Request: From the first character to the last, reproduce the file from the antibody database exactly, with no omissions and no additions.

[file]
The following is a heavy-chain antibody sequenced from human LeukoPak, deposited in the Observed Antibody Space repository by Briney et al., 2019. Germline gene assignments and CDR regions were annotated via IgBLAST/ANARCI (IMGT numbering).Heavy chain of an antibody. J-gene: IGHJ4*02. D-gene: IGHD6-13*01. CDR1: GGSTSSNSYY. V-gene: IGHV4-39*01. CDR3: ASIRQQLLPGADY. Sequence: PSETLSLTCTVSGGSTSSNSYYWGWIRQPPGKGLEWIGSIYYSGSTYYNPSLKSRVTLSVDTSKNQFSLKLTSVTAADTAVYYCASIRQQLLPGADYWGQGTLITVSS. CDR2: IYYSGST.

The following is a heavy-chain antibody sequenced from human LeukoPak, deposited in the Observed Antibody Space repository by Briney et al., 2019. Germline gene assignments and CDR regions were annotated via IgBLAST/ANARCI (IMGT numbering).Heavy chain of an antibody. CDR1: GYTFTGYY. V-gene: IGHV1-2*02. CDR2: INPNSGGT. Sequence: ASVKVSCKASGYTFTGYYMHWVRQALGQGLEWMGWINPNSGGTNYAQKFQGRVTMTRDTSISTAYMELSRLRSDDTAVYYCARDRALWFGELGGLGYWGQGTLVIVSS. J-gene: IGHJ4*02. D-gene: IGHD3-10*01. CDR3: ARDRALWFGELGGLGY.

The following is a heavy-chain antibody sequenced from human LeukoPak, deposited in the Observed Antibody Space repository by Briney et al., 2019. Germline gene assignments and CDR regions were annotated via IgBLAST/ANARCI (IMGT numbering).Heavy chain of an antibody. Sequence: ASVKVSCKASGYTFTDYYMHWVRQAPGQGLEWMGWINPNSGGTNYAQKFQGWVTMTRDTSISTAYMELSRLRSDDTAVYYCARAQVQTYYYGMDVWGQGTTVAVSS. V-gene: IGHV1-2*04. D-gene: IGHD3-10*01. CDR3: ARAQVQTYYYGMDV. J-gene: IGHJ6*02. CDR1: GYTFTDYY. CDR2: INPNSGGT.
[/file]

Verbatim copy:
The following is a heavy-chain antibody sequenced from human LeukoPak, deposited in the Observed Antibody Space repository by Briney et al., 2019. Germline gene assignments and CDR regions were annotated via IgBLAST/ANARCI (IMGT numbering).Heavy chain of an antibody. J-gene: IGHJ4*02. D-gene: IGHD6-13*01. CDR1: GGSTSSNSYY. V-gene: IGHV4-39*01. CDR3: ASIRQQLLPGADY. Sequence: PSETLSLTCTVSGGSTSSNSYYWGWIRQPPGKGLEWIGSIYYSGSTYYNPSLKSRVTLSVDTSKNQFSLKLTSVTAADTAVYYCASIRQQLLPGADYWGQGTLITVSS. CDR2: IYYSGST.

The following is a heavy-chain antibody sequenced from human LeukoPak, deposited in the Observed Antibody Space repository by Briney et al., 2019. Germline gene assignments and CDR regions were annotated via IgBLAST/ANARCI (IMGT numbering).Heavy chain of an antibody. CDR1: GYTFTGYY. V-gene: IGHV1-2*02. CDR2: INPNSGGT. Sequence: ASVKVSCKASGYTFTGYYMHWVRQALGQGLEWMGWINPNSGGTNYAQKFQGRVTMTRDTSISTAYMELSRLRSDDTAVYYCARDRALWFGELGGLGYWGQGTLVIVSS. J-gene: IGHJ4*02. D-gene: IGHD3-10*01. CDR3: ARDRALWFGELGGLGY.

The following is a heavy-chain antibody sequenced from human LeukoPak, deposited in the Observed Antibody Space repository by Briney et al., 2019. Germline gene assignments and CDR regions were annotated via IgBLAST/ANARCI (IMGT numbering).Heavy chain of an antibody. Sequence: ASVKVSCKASGYTFTDYYMHWVRQAPGQGLEWMGWINPNSGGTNYAQKFQGWVTMTRDTSISTAYMELSRLRSDDTAVYYCARAQVQTYYYGMDVWGQGTTVAVSS. V-gene: IGHV1-2*04. D-gene: IGHD3-10*01. CDR3: ARAQVQTYYYGMDV. J-gene: IGHJ6*02. CDR1: GYTFTDYY. CDR2: INPNSGGT.